Statue of Mahishasura on top of Chamundi Hills in Mysore, Karnataka (Pic: Wikimedia Commons)

Chamundeshwari_Temple_atop_Chamundi_Hills

Chamundeshwari Temple on top of Chamundi Hills (Pic: Wikimedia Commons)

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During Dasara, the Mysore Palace is illuminated with 100,000 light bulbs for 10-days. (Pic: Wikimedia Commons)

An important tradition of Dasara / Navratri in Karnataka is Bombe Habba or ‘the display of dolls’. According to legend, when the Gods gave all their powers to Chamundi to go fight Mahishasura, they became powerless and stood still like statues. Once the demon was defeated, people commemorated the actions of the Gods by praying to them in the form of dolls. Many houses display the dolls through Dasara on odd-numbered tiered steps built specifically for this purpose. The most important dolls are the Pattada Gombe which symbolise the King and the Queen. They are always made of dark wood, simply designed and decorated with cloth or paper. On the display steps, Gods are placed high, then saints, kings & queens, next any depictions of festivals & celebrations, and finally, portrayals of everyday life. Women invite each other to come over each evening for prayers and aarti, and having the best dolly display is a matter of pride.

elaborate-golu

(Pic: http://housedelic.com/tag/dasara/)

While the first few days of Dasara are a little low key, Saraswathi Pooja is celebrated on the 7th/8th day. Goddess Saraswathi is the Goddess of knowledge & arts. It is customary to place books and musical/art related supplies by her idol and pray for her blessings in mastering those skills.

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(Above) The Late Maharaja Srikanta Datta Narasimharaja Wadiyar performing Saraswathi Pooja.  (Pic: The Hindu)

On Vijayadashmi, the 10th day celebration, the main attraction is the Jamboo Savari (Elephant Parade). One of the many brightly decorated royal elephants is mounted with a 750-kilogram gold mantapa (altar) carrying the idol of Goddess Chamundeshwari. After the King & Queen offer their prayers at the palace, the colorful and loud parade moves through the city.

Jumbo_sawari_best

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(Pic: http://gujaratirecipesallinone.blogspot.com/2010/10/colours-of-karnataka.html)

Tens of thousands of people line the streets and buildings to watch these regal elephants, horses, camels, musicians, members of the armed services, dancers, acrobats, school children and more march & perform along the way. I have spent many years as a young girl sitting on the sidewalk with relatives, waiting with bated breath for the procession to go by, and can’t wait for a time when I will be able to do it again.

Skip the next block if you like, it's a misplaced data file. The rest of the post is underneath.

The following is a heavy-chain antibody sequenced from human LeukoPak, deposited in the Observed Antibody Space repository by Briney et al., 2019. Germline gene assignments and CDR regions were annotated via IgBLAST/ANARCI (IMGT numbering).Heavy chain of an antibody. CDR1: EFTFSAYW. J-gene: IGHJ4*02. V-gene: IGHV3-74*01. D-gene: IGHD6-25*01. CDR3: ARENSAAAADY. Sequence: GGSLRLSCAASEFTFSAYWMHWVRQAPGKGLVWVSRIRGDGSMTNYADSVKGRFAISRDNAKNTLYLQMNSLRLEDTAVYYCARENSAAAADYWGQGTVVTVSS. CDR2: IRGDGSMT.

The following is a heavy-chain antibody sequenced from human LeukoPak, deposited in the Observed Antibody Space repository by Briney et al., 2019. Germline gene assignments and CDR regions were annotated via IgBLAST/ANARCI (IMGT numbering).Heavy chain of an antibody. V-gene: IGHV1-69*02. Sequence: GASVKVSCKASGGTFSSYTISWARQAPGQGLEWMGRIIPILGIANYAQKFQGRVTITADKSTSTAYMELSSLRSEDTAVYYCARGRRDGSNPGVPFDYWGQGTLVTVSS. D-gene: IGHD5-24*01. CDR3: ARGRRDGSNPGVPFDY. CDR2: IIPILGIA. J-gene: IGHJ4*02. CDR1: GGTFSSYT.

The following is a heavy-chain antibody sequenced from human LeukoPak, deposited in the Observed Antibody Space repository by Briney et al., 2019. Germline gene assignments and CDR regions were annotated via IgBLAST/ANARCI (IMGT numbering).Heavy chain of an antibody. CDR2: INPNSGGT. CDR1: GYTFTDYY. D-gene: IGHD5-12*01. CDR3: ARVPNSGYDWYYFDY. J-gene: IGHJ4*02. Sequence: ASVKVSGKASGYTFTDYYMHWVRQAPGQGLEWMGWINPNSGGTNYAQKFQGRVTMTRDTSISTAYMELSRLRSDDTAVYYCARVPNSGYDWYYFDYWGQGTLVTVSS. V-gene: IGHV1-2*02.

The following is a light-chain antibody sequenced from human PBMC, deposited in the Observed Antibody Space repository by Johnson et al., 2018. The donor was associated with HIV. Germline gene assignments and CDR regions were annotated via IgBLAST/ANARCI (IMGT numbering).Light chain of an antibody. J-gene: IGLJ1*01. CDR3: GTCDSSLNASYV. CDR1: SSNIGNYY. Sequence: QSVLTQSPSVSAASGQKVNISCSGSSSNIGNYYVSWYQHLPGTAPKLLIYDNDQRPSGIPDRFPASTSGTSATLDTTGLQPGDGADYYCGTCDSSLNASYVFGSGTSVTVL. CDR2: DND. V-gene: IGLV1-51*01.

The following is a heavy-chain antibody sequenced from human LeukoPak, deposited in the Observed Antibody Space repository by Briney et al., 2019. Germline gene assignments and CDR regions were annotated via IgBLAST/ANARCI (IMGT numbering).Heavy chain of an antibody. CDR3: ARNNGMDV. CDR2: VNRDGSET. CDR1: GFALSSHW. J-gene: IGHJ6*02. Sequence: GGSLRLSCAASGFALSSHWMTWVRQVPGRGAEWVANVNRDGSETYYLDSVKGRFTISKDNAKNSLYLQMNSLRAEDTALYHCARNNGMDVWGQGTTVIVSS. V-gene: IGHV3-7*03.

DUSHERA_NEW_1 DSC_0325 dashara13

 Above, performers of traditional art forms of Karnataka participate in the procession. Below, the current Maharani Pramoda Devi of Mysore (center, in pink) and her family watch the festivities from a palace balcony.

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(Pic: http://gujaratirecipesallinone.blogspot.com/2010/10/colours-of-karnataka.html)

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(Pic: http://creative.sulekha.com/mysore-dasara-pageantry-deity-and-piety_609945_blog)

The procession ends at Banni Mantapa Grounds – the site of the sacred Banni tree. Legend has it that Arjuna retrieved his weapons that he had hidden in a hole in this Banni tree before being banished to exile for 14 years. The Pandavas then defeated the Kauravas in the Kurukshetra battle, and returned victorious on Vijayadashmi. Hence, the festival of Ayudha Puja (worshipping of weapons) is celebrated on the 9th day. Current day interpretation has made the festival one where all vehicles and tools are cleaned, decorated, and prayed to for safe and productive usage. Limes are placed under each wheel of the vehicles as sacrifice, and we drive/ride over it till it is squashed. It is not uncommon for businesses to shut down their computers and machinery so that they can be cleaned and prayed to. I remember washing and decorating my bicycle with flowers and balloons when I was a little girl and being so proud of my handiwork.

festivals-ayuda

(Pic: http://www.sangamprojects.com/pictures/festivals/ayudha-puja)

It is unfortunate that on December 10, 2013, Mysore Maharaja Srikanta Datta Narasimharaja Wadiyar passed away at the age of 60. For the first time in hundreds of years, Dasara festivities will be held without a king.

Diwali Lighting Ideas

Diwali Lighting Ideas

I’ve shared some ideas for lighting up your home this Diwali.

The first two photos on the top show the easiest way to go; cover your table with a bright colored table cloth and top with a festive runner / dupatta /stole in complementary colors along the center. You can even use matching gift-wrap paper that is folded down to size as an easy & inexpensive alternative. Line the runner with clear votives and use tea lights in them. If you want to use decorative votives, use a plain runner. Consider using decorative chargers, mirrors, or silverware to hold your votives.